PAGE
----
Melburnians who want to book treatments with their myotherapists must wait longer for face-to-face appointments, despite restrictions on in-person appointments being lifted for most other allied health services.

Under the latest easting of restrictions announced by the state government on Sunday, all Australian Health Practitioner Regulation Agency-registered allied health workers can start holding routine consultations in person, provided they adhere to strict infection control measures.

Myotherapy – a form of physical therapy used to treat soft tissue pain and restricted joint movement – is not yet formally recognised as an allied health service in some parts of Australia.

Many allied health professionals, including dentists, had started seeing patients for routine appointments in recent weeks after Premier Daniel Andrews lifted some restrictions on elective surgeries and dentistry.

Professions formally recognised under the umbrella of allied health include psychologists, physiotherapists, social workers, dieticians, occupational therapists, medical radiation practitioners, chiropractors, social workers, speech pathologists, osteopaths and optometrists.

However, myotherapy – a form of physical therapy used to treat or prevent soft tissue pain and restricted joint movement – is not yet formally recognised as an allied health service in some parts of Australia and has not been included among services permitted to treat patients in person.

Its exclusion would leave hundreds of thousands of myotherapy patients “out in the cold”, Myotherapy Association Australia chief executive Anna Yerondais said on Monday.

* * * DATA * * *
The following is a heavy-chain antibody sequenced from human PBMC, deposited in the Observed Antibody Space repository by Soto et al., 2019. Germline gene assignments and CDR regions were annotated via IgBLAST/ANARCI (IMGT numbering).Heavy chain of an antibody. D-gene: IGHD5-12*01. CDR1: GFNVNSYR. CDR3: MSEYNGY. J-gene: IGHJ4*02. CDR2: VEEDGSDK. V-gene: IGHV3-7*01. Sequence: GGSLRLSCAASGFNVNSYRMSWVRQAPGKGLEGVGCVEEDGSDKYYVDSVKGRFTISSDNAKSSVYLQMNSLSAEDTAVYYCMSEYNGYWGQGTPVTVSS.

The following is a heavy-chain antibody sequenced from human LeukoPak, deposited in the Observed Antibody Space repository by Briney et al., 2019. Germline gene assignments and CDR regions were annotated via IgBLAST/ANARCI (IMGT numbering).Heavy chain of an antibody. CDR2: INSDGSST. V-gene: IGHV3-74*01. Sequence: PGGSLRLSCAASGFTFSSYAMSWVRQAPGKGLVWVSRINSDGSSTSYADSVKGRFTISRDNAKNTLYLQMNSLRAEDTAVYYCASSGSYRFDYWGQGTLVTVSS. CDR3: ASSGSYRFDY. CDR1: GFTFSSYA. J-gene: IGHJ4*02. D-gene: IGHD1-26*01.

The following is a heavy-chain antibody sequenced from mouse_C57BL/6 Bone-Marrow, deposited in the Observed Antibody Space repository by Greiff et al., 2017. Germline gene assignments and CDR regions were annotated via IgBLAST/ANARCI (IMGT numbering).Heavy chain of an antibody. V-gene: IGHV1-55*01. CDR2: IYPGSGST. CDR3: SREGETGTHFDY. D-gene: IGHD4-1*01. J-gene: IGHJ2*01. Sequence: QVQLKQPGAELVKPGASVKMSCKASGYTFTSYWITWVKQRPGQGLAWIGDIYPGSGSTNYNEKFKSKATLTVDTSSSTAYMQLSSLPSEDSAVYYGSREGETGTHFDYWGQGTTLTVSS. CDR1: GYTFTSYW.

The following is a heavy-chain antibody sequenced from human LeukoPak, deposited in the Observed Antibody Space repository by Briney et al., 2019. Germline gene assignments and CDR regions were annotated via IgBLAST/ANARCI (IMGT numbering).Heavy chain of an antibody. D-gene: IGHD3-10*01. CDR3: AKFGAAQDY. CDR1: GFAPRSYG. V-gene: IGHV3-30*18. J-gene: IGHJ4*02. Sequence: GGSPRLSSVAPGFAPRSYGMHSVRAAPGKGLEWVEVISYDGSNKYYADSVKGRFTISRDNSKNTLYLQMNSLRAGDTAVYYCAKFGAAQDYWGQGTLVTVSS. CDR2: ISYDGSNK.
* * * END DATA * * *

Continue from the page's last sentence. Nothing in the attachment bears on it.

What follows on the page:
“Conservatively, I estimate that nearly 350,000 Melburnians have not been able to seek treatment from their trusted myotherapist since August,” she said.

Myotherapists were restricted from treating patients from March 31 under Victoria’s COVID-19 restrictions.

Myotherapy Association Australia lobbied the Department of Health, resulting in myotherapists being allowed to treat patients under strict conditions, including treatment plans under the National Disability Insurance Scheme and WorkCover.

Ms Yerondais said they have not been permitted to conduct routine treatments in person and there has been no indication of when they would be allowed to do so.

“It has been distressing and frustrating that, despite having an additional seven months to get used to the COVID situation, Victoria’s response is less evidence-based and less consultative today than it was in March,” Ms Yerondais said.

She said all myotherapists had completed infection control training and had the knowledge to keep their practices safe and clean.

“Myotherapists should be back treating their patients, like their allied health colleagues,” she said.

An email sent to Massage and Myotherapy Australia members said Victoria’s chief allied health officer, Donna Markham of Safer Care Victoria, had advised the association that massage therapy, remedial massage therapy and myotherapy were not included in the latest easing of restrictions.

“This is not the news any of us wanted to hear today and we are fully aware how devastating these restrictions have been for our metropolitan Melbourne members,” Massage and Myotherapy Australia chief executive Ann Davey wrote.

“The focus of staged restrictions has been on ensuring public safety and controlling the gradual increase in the movement of individuals within their community, including limiting the number of health practitioners who may be providing prolonged interpersonal care and services.”

Ms Davey said in the email she was hopeful restrictions on the industry would be eased by November 1.

Face-to-face appointments for audiology, exercise physiology, orthotists and prosthetists and healthcare workers providing support for orthoptics, art therapy and music therapy have also been given the go-ahead, but indoor group classes are still not permitted.

General practitioners and specialists have been permitted to see patients in person throughout the pandemic if they required in-person consultations.